I'm a fan of A Nightmare on Elm Street. No, the original 1984 Wes Craven creation, not this new monstrosity they call a remake. Yep, it's pretty clear already how many stars I'm going to give it, isn't it?
Here's the deal: A Nightmare on Elm Street didn't need to be remade. Not the first one, at least. Yeah, it's been a while, and yeah Freddy isn't as relevant as he used to be, and I can see the appeal of a new incarnation for today's youth, but aside from some cheesy cinematography, a few less-than-realistic looking effects, and a little ham-fisted acting, Wes Craven's original still holds up. And those things I pointed out that may be less-than-stellar in the original work all serve to make it more fun to watch.
Above all else, the original Nightmare has something that the new Nightmare is sorely lacking... no, not Johnny Depp. Wes Craven is called a master of horror because he created something that became a pillar of slasher cinema for over 20 years... that Nightmare tone. Sure, the new Nightmare is nicely disturbing and looks slick, but it never hits the tone that the original instilled or the series carried on. For all intents and purposes, this is something that looks and sounds like a Nightmare, but in the end, it's just an inferior imitation.
Even with the adept skills of Jackie Earle Haley, this new incarnation of dream stalker Freddy Kruger is neither as fun or as defined as the previous versions. While the bad puns and cheesy kills are gone, Freddy's lethality in the new remake is distilled to one of three rather bland methods of attack: lumbering, scraping, and slashing. While we expect nothing less from a man with razor blades on his fingers, it gets old after a while, especially when the majority of his slashings are lame and seemingly ineffective jump scares. Freddy can only jump out of the shadows so many times before it's not scary anymore, and he wastes his turns in the first five minutes of the film.
Freddy's backstory has also been slightly modified in this new version, changing from a child killer to a child molester, whom you're led to believe may be innocent, until a later scene proves what we've all known from the beginning: Jackie Earle Haley played a child molester with more intensity, creepiness, and yes, humanity in Little Children. Even Rorshach has more bite than this Freddy.
The same can be said of the main characters. The original Nancy somehow had more character and familiarity than Rooney Mara's new interpretation. And that's not from lack of trying. There's plenty of character development and backstory peppered into the new Nightmare, not just for Nancy, but for all the main cast. However, surprisingly, none of it ever really makes you care enough for the characters to feel on edge, particularly at the end.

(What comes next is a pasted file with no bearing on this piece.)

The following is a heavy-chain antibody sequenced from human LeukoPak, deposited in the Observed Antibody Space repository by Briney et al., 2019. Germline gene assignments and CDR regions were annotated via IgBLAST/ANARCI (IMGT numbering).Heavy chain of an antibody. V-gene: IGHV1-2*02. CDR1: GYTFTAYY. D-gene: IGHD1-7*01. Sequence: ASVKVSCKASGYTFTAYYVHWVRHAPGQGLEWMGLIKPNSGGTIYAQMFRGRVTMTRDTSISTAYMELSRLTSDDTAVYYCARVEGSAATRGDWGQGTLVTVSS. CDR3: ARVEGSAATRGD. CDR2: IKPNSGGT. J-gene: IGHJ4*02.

The climax of the new Nightmare also leaves much to be desired, and maybe because we've seen it all before. Not to spoil anything, but it's an all-too-short and easy resolution for such a seemingly long and laborious build up. While it doesn't present anything new to the challenge of killing a dream demon like Freddy, the whole process is approached by the characters with little surprise, and likewise with little innovation by the filmmakers.
And that's another thing, the innovation of CG effects hasn't kept them looking like utter crap in the new Nightmare. if you've seen the original, you'll probably recall the effective creepiness of the iconic scene where Freddy pushes through the wall above Nancy's bed. For some reason, the classic physical effect wasn't realistic or effective enough to be redone practically in the new version. No, this time, the filmmakers decided to use CG instead... the results? Remember the scene in Terminator 2 where the T-1000 morphs from the linoleum floor? Yeah, that looks a million times better!
Basically, Platinum Dunes had one fluke with The Texas Chainsaw Massacre (which still isn't more entertaining than the original, it just didn't suck) and thought they could reinvent the other major slasher franchises from the 80's by slicking up the iconic villains, ramping up the special effects and casting pretty young things that look good when their mascara runs. Well, after the dismal Friday the 13th and this pointless revision of A Nightmare on Elm Street, it's pretty clear that they were wrong. We didn't need this.
I was hoping it would at least have been fun, but it wasn't. Don't get me wrong, I think A Nightmare on Elm Street could be remade fantastically, but it needs to retain the elements that made the original franchise so popular, namely the charm. That's something Platinum Dunes, director Samuel Bayer and even Jackie Earle Haley mistakenly overlooked. At least Friday the 13th had some awesome boobs.